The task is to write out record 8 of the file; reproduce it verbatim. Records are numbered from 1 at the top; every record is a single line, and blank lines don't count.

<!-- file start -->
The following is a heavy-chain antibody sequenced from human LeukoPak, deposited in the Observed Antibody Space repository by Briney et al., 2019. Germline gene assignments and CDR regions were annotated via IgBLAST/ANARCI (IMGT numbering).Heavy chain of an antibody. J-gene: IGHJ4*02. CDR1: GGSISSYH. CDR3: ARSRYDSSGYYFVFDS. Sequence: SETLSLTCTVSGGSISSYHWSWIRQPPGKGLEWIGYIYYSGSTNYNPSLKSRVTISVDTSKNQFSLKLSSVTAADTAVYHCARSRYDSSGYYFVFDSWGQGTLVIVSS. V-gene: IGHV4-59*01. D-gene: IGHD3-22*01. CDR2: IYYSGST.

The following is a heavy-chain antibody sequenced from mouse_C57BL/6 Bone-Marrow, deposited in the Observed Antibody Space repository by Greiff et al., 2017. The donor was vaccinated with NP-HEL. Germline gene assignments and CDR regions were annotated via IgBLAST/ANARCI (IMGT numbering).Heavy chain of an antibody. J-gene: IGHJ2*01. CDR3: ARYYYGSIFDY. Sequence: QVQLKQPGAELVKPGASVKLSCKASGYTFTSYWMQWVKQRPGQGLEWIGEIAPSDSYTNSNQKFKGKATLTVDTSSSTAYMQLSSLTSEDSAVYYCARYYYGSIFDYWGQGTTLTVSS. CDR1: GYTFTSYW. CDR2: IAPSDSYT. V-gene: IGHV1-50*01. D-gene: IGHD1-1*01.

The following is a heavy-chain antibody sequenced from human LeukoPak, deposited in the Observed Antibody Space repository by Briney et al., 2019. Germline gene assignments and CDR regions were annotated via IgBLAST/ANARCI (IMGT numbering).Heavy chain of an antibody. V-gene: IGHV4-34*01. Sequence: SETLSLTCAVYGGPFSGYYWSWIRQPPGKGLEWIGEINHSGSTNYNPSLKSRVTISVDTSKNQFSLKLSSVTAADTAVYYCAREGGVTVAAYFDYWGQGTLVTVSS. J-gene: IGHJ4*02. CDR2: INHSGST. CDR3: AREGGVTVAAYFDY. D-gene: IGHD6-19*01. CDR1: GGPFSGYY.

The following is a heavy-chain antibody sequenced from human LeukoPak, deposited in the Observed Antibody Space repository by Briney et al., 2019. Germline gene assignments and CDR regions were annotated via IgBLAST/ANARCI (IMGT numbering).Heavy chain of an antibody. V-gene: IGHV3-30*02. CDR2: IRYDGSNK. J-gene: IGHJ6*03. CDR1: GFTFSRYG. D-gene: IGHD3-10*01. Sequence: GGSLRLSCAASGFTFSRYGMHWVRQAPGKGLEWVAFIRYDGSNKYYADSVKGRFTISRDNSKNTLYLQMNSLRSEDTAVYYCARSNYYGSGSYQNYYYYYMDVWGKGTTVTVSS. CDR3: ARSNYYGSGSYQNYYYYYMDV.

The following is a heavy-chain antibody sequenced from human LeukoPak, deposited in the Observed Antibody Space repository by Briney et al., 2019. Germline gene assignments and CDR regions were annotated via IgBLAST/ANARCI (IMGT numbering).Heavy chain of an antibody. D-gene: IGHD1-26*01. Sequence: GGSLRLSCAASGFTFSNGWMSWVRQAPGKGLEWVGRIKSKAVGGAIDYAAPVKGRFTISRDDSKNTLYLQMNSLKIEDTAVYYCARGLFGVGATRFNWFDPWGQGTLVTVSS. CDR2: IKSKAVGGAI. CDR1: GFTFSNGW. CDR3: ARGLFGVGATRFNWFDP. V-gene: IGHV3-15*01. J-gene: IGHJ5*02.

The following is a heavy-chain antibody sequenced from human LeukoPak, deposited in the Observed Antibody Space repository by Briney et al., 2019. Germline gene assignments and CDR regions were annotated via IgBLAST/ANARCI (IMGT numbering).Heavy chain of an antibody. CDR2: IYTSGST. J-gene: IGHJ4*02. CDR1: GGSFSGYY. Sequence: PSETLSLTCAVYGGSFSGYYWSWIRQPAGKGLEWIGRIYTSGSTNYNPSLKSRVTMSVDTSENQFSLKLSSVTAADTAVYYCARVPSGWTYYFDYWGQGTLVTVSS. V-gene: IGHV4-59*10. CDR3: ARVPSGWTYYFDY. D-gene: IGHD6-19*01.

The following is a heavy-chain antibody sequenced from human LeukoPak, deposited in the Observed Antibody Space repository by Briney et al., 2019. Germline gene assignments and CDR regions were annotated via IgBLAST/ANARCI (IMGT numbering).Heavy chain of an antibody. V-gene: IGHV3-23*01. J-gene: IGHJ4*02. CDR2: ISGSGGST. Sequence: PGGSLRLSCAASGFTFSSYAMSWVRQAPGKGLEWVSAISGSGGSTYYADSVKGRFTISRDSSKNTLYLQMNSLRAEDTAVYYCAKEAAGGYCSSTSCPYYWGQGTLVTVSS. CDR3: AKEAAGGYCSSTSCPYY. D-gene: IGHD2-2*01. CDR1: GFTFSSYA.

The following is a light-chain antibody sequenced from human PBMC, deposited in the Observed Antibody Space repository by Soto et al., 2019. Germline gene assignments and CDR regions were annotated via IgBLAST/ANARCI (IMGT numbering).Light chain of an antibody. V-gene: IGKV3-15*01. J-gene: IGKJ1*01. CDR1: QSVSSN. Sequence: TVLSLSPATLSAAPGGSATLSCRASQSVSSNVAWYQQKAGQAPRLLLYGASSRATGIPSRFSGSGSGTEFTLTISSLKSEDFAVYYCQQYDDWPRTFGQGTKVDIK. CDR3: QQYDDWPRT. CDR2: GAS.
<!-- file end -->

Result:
The following is a light-chain antibody sequenced from human PBMC, deposited in the Observed Antibody Space repository by Soto et al., 2019. Germline gene assignments and CDR regions were annotated via IgBLAST/ANARCI (IMGT numbering).Light chain of an antibody. V-gene: IGKV3-15*01. J-gene: IGKJ1*01. CDR1: QSVSSN. Sequence: TVLSLSPATLSAAPGGSATLSCRASQSVSSNVAWYQQKAGQAPRLLLYGASSRATGIPSRFSGSGSGTEFTLTISSLKSEDFAVYYCQQYDDWPRTFGQGTKVDIK. CDR3: QQYDDWPRT. CDR2: GAS.